In this day and age, we oftentimes want to believe that the boundaries between men and women are now obscured, especially in the workplace. We may want to believe that women, unlike before, are now enjoying everything that had been previously exclusive for men. We now see women welders, women plumbers, women doctors, women CEO’s. As we march forward, we are becoming more and more oblivious about a person’s gender, and we are becoming more and more focused on what a person can contribute through his/her skills.

While this is definitely a step forward, this can act as a double-edge sword for (and against) women in the workplace. According to www.carykanelegal.com/practice-areas/employment-discrimination-law/, many women of child-bearing age are more prone to discrimination at any point of employment, especially during recruitment, as compared to men. For some employers, hiring women in their workforce could mean added maternity benefits and loss productivity that could put a strain on their bottom line. That’s why for some women, it can especially be difficult to be hired as compared to male counterparts with the same skills and background.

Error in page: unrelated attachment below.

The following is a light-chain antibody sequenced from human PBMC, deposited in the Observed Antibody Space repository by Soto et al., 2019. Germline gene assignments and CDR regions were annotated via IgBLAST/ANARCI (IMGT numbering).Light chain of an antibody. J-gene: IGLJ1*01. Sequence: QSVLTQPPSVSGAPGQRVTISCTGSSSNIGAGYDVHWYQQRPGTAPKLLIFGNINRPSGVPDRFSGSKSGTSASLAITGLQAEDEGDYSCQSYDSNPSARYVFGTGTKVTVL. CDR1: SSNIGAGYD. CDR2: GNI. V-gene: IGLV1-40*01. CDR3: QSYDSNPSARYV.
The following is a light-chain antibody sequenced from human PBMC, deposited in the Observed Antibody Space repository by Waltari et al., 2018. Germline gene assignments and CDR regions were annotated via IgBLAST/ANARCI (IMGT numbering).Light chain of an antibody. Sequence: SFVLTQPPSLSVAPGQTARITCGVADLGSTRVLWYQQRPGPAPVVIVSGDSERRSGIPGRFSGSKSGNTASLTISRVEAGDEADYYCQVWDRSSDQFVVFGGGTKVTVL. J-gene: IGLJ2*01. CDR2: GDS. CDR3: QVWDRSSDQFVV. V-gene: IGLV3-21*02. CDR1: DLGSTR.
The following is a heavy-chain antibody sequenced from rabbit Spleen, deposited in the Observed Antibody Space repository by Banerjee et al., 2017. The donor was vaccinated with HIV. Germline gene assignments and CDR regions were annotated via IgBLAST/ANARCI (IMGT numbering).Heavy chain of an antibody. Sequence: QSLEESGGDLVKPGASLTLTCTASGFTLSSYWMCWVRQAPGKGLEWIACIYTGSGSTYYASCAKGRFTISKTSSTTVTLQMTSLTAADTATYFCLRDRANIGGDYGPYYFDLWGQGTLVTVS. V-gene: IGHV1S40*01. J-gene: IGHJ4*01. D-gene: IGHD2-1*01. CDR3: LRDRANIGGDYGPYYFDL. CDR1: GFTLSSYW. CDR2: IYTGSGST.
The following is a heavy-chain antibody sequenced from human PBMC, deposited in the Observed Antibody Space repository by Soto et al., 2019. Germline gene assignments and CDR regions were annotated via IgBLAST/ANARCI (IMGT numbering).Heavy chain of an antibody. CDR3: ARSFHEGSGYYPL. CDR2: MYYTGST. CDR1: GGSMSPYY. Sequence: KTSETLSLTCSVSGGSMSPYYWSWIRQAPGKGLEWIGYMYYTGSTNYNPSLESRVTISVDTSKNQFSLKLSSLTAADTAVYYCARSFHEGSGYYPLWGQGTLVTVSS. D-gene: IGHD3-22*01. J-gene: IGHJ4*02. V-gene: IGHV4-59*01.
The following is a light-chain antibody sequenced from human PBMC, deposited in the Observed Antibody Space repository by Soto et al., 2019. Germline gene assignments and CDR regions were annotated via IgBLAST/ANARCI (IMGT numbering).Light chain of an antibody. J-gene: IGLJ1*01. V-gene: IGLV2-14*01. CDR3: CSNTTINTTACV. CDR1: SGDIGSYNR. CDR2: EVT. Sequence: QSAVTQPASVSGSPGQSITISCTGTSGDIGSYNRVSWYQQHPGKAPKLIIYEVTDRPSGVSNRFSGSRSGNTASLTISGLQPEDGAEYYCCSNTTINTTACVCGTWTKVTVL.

Sex or gender discrimination in employment involves treating someone unfavorably because of the person’s sex, whether they are applying for a job or are a current employee. Gender discrimination at work doesn’t start and end during recruitment alone. Many women are being abused physically, sexually, emotionally, and verbally even when already employed. Some women are not spared from sexually suggestive and immodest remarks, especially if the workplace tolerates or breeds a culture of sexual prejudice.

Women who feel that they are being discriminated and abused in the workplace should never fear to stand up for their rights. The best way to start is by documenting every instances of discrimination. Also, you should not be afraid of reporting instances of discrimination to your immediate supervisor. If your supervisor tolerates or perpetrates such acts, report to the supervisor next to him. Finally, there are many government and non-government institutions that look into cases of gender discrimination and abuse in the workplace. These agencies can provide you advise as to what actions to take in ending discrimination at work.